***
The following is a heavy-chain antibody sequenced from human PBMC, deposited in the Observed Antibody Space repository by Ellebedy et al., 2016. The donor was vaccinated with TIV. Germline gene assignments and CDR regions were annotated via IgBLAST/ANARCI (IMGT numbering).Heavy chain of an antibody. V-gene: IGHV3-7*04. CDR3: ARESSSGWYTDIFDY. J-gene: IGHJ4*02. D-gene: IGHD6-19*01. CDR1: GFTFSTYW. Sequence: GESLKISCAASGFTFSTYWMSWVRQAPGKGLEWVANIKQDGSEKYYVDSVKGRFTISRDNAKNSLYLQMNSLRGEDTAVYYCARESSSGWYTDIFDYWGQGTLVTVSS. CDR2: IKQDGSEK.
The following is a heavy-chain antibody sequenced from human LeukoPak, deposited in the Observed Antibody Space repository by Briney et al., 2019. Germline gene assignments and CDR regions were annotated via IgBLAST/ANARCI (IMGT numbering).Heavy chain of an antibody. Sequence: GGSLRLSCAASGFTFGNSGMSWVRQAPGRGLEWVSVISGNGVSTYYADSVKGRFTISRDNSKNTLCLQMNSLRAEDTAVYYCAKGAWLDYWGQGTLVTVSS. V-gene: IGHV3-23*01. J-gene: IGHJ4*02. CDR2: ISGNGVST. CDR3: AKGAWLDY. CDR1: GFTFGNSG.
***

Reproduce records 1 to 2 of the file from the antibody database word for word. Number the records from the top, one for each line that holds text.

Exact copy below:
The following is a heavy-chain antibody sequenced from human PBMC, deposited in the Observed Antibody Space repository by Ellebedy et al., 2016. The donor was vaccinated with TIV. Germline gene assignments and CDR regions were annotated via IgBLAST/ANARCI (IMGT numbering).Heavy chain of an antibody. V-gene: IGHV3-7*04. CDR3: ARESSSGWYTDIFDY. J-gene: IGHJ4*02. D-gene: IGHD6-19*01. CDR1: GFTFSTYW. Sequence: GESLKISCAASGFTFSTYWMSWVRQAPGKGLEWVANIKQDGSEKYYVDSVKGRFTISRDNAKNSLYLQMNSLRGEDTAVYYCARESSSGWYTDIFDYWGQGTLVTVSS. CDR2: IKQDGSEK.
The following is a heavy-chain antibody sequenced from human LeukoPak, deposited in the Observed Antibody Space repository by Briney et al., 2019. Germline gene assignments and CDR regions were annotated via IgBLAST/ANARCI (IMGT numbering).Heavy chain of an antibody. Sequence: GGSLRLSCAASGFTFGNSGMSWVRQAPGRGLEWVSVISGNGVSTYYADSVKGRFTISRDNSKNTLCLQMNSLRAEDTAVYYCAKGAWLDYWGQGTLVTVSS. V-gene: IGHV3-23*01. J-gene: IGHJ4*02. CDR2: ISGNGVST. CDR3: AKGAWLDY. CDR1: GFTFGNSG.